Small business borrowing rises in face of “anti-business” budget and article 50

East Anglia, Scotland and the North West see the biggest increase in the value of finance applications, while the average rose by 7% to £86,000

Despite an “anti-business” budget and the triggering of article 50, the average value of finance enquiries from UK small businesses to the the National Association of Commercial Finance Brokers’ (NACFB) rose by 7% on last month to £86,000.

This increase of £5,000 came despite the actual number of enquiries staying broadly the same in the month from March 8 and is thought to be a sign that announcements in the Spring Budget, such as increased business rates and decreased tax incentives, and the triggering of Article 50 haven’t impacted growth appetite.

East Anglia saw the largest rise in the value of finance applications, from £1.4m to £3.2m (a 114% increase), followed by Scotland (a 104% increase) and the North West (a 102% increase). The value of applications in London rose by 31%, from £8.2m to £10.8m.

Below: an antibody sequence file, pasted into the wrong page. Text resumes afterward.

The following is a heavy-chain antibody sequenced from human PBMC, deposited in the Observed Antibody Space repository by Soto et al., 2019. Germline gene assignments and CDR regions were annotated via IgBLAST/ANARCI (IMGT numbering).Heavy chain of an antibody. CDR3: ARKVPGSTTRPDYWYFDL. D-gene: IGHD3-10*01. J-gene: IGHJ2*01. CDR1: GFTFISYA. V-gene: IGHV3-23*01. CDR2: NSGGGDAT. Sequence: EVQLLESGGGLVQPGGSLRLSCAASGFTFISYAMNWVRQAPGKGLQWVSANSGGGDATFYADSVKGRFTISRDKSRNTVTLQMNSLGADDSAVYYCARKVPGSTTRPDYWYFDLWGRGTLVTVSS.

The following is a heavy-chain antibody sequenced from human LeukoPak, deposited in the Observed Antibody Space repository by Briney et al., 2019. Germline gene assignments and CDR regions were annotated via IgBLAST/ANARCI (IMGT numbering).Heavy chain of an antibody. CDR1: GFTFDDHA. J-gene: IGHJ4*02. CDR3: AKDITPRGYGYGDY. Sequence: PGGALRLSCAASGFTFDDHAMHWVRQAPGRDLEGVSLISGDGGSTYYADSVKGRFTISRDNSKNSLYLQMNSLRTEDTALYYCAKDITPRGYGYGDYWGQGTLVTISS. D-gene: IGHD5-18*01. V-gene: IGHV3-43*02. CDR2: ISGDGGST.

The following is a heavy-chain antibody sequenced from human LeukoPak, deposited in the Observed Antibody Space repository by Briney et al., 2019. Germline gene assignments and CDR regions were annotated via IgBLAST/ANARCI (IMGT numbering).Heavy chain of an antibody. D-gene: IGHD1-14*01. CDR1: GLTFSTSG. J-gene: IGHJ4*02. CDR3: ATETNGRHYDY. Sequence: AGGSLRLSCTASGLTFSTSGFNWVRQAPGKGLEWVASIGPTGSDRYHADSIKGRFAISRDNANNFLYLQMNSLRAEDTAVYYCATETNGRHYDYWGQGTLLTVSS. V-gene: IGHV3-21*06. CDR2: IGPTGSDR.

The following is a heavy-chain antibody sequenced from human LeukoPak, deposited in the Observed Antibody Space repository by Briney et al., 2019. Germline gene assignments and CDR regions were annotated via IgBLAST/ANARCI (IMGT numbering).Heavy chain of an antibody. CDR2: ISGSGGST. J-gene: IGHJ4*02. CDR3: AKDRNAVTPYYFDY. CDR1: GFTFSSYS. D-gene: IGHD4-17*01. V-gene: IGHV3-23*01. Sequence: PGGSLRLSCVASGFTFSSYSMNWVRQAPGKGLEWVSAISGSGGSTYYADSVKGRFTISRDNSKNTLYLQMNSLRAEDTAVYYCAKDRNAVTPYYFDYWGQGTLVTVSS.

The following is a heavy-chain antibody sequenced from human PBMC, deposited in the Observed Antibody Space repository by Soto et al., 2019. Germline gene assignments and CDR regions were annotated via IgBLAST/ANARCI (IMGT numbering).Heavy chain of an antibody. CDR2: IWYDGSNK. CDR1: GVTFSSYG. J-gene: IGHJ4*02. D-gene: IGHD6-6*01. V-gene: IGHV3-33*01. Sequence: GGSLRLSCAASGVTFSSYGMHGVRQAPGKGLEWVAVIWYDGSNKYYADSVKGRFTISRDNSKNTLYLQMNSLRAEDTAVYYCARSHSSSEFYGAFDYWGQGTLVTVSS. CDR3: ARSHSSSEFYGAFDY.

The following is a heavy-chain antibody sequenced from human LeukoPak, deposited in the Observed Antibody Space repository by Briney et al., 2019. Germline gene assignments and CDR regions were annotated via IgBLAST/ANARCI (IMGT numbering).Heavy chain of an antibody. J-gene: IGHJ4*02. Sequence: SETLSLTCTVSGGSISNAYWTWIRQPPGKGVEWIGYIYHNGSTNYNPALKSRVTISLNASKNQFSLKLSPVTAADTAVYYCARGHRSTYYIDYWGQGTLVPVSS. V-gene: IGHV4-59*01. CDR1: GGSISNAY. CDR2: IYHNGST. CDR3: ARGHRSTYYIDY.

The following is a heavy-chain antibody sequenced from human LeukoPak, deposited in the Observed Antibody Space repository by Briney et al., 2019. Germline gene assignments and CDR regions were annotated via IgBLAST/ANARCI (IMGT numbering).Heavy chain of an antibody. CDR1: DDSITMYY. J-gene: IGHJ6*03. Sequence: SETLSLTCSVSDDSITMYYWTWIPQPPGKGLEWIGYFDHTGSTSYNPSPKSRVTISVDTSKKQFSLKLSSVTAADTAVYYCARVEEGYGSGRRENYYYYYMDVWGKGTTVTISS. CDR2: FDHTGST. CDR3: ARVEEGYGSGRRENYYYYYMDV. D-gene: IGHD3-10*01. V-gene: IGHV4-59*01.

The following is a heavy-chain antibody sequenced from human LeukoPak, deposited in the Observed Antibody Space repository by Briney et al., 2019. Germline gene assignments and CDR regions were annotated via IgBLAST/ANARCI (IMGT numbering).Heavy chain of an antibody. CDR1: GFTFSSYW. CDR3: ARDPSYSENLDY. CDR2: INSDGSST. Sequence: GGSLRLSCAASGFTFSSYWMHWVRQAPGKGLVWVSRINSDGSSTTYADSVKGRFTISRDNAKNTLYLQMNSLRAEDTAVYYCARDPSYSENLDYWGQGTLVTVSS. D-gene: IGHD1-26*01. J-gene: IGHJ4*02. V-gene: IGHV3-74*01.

Just four regions saw the total value of funding enquiries decrease in the month following the budget: Wales (82%), the North East (61%), the Midlands (51%) and the South East (45%).

Paul Goodman, chairman of the NACFB, commented: “Despite the chancellor rowing back on the short-sighted plan to increase national insurance contributions for the self-employed, the sharp rise in business rates for many high-street shops has delivered a hammer blow to businesses around the country.

“Nevertheless, despite this gloomy outlook, the UK’s smaller businesses have proved to be remarkably resilient to some of the Budget’s more punitive measures and Article 50 uncertainty generally. In such a climate, it’s encouraging to see overall finance enquiries holding firm and UK small businesses still turning to experienced brokers for assistance.”

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